When Simón, in the car, points out that what David has said isn’t true, David retorts that “things don’t have to be true to be true.” He cites as precedent his favorite novel. “But what does Don Quixote have to do with all of this—this mess?” Simón asks. It’s one of those moments, almost a trademark of Coetzee’s fiction, where it’s funny mainly (and perhaps only) because the writer may in fact be stone-serious. (In his “fictional memoir” Summertime, Coetzee has an ex-girlfriend describe his lovemaking as “autistic.”) Simón speculates that David has accused him merely as a pretext to leave home for the orphanage—the orphans beat his team, and he wants “to be a winner.” It seems impossibly trivial. And yet, at least trivially, Simón is right. Within days, David will have packed his bags, claiming his right to refuge with Dr. Julio. “You must leave me to do what I have to do,” David tells Simón, who “freely confess[es] to the crime of not understanding.” Simón’s just being, as is his wont, bitter, though a reader might wonder if he is on to something.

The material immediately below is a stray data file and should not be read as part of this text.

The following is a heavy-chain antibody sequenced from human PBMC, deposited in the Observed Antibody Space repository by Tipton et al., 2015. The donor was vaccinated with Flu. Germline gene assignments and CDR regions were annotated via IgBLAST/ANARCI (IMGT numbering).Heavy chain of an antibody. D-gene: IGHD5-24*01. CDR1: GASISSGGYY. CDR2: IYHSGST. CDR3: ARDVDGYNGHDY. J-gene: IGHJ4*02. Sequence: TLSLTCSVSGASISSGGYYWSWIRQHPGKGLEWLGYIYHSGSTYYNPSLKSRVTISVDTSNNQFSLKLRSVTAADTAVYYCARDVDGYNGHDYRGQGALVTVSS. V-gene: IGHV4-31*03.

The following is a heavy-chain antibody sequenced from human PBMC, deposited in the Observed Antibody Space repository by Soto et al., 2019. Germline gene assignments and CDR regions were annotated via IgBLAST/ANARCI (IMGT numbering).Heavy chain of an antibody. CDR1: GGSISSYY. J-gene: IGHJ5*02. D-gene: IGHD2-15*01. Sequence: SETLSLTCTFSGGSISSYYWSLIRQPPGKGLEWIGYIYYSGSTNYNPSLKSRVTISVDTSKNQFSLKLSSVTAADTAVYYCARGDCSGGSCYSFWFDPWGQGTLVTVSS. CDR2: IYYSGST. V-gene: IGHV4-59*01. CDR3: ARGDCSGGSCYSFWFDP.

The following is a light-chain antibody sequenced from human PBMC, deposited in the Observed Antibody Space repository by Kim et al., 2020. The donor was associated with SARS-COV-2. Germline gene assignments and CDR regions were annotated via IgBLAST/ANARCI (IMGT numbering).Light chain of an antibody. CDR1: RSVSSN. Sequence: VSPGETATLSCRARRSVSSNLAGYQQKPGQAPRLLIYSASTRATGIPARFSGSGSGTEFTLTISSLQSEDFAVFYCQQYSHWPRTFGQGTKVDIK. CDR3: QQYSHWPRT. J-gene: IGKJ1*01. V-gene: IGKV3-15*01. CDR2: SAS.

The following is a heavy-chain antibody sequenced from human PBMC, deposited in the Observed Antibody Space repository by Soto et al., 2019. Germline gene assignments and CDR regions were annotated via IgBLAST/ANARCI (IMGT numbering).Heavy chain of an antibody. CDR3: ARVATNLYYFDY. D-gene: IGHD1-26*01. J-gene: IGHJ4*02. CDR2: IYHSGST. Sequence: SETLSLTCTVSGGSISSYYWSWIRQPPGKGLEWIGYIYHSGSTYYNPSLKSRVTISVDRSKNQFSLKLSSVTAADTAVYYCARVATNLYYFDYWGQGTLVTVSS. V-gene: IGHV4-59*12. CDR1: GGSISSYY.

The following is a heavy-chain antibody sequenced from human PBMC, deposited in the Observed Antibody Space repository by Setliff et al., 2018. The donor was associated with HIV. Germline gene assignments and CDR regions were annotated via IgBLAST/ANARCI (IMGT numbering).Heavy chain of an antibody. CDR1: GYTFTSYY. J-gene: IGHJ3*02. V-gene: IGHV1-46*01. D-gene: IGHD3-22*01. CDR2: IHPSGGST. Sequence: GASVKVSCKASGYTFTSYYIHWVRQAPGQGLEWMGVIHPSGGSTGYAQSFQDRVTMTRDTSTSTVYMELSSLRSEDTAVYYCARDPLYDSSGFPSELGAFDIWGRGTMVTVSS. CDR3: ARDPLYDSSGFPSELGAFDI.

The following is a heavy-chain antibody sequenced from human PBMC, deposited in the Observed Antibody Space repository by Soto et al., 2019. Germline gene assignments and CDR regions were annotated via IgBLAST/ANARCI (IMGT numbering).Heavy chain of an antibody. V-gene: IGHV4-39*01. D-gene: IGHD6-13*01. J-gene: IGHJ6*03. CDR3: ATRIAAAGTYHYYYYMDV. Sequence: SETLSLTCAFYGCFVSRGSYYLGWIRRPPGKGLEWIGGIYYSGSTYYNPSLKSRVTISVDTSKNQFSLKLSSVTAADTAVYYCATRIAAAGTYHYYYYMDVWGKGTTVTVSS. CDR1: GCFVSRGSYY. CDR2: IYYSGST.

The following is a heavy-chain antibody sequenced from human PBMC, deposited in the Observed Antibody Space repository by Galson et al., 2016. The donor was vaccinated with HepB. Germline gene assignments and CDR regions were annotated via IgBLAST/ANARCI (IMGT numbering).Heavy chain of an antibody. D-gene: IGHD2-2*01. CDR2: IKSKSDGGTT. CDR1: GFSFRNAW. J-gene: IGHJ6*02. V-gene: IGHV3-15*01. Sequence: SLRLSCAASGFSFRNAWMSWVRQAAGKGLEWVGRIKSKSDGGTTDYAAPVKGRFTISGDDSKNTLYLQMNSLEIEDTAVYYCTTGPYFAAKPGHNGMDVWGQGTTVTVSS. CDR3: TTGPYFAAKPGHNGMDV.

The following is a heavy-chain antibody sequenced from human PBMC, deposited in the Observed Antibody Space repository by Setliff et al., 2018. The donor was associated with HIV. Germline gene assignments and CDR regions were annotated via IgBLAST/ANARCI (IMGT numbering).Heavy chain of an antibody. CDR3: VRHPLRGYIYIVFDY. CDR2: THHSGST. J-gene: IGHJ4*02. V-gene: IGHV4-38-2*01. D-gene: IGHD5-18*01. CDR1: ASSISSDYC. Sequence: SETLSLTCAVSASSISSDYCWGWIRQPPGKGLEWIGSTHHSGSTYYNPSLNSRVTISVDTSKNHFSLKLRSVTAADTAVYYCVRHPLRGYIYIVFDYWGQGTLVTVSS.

Is it a crime to be confused by the incomprehensible? To have been abandoned by your beloved son on grounds too murky even to argue with—to have been wronged by someone who, in some deeper sense, may be in the right—is a predicament of a kind familiar from many of Coetzee’s novels. Its most notorious occurrence is in Disgrace, where the arc of history, in postapartheid South Africa, bends toward a white woman’s gang rape. (“It was history speaking through them. . . . A history of wrong.”) And in another book, you suspect, Coetzee may well have run with this plot. In the Jesus trilogy, however, set in a world without history, the hero’s cross to bear isn’t what has happened already; it is what is happening now. In The Death of Jesus, what happens has a hospital setting. You could call it a comedy of bedside manners, except there aren’t any jokes. “Are they aware that [David] has a rare blood type?” the doctors will ask Simón.

Maybe a few jokes.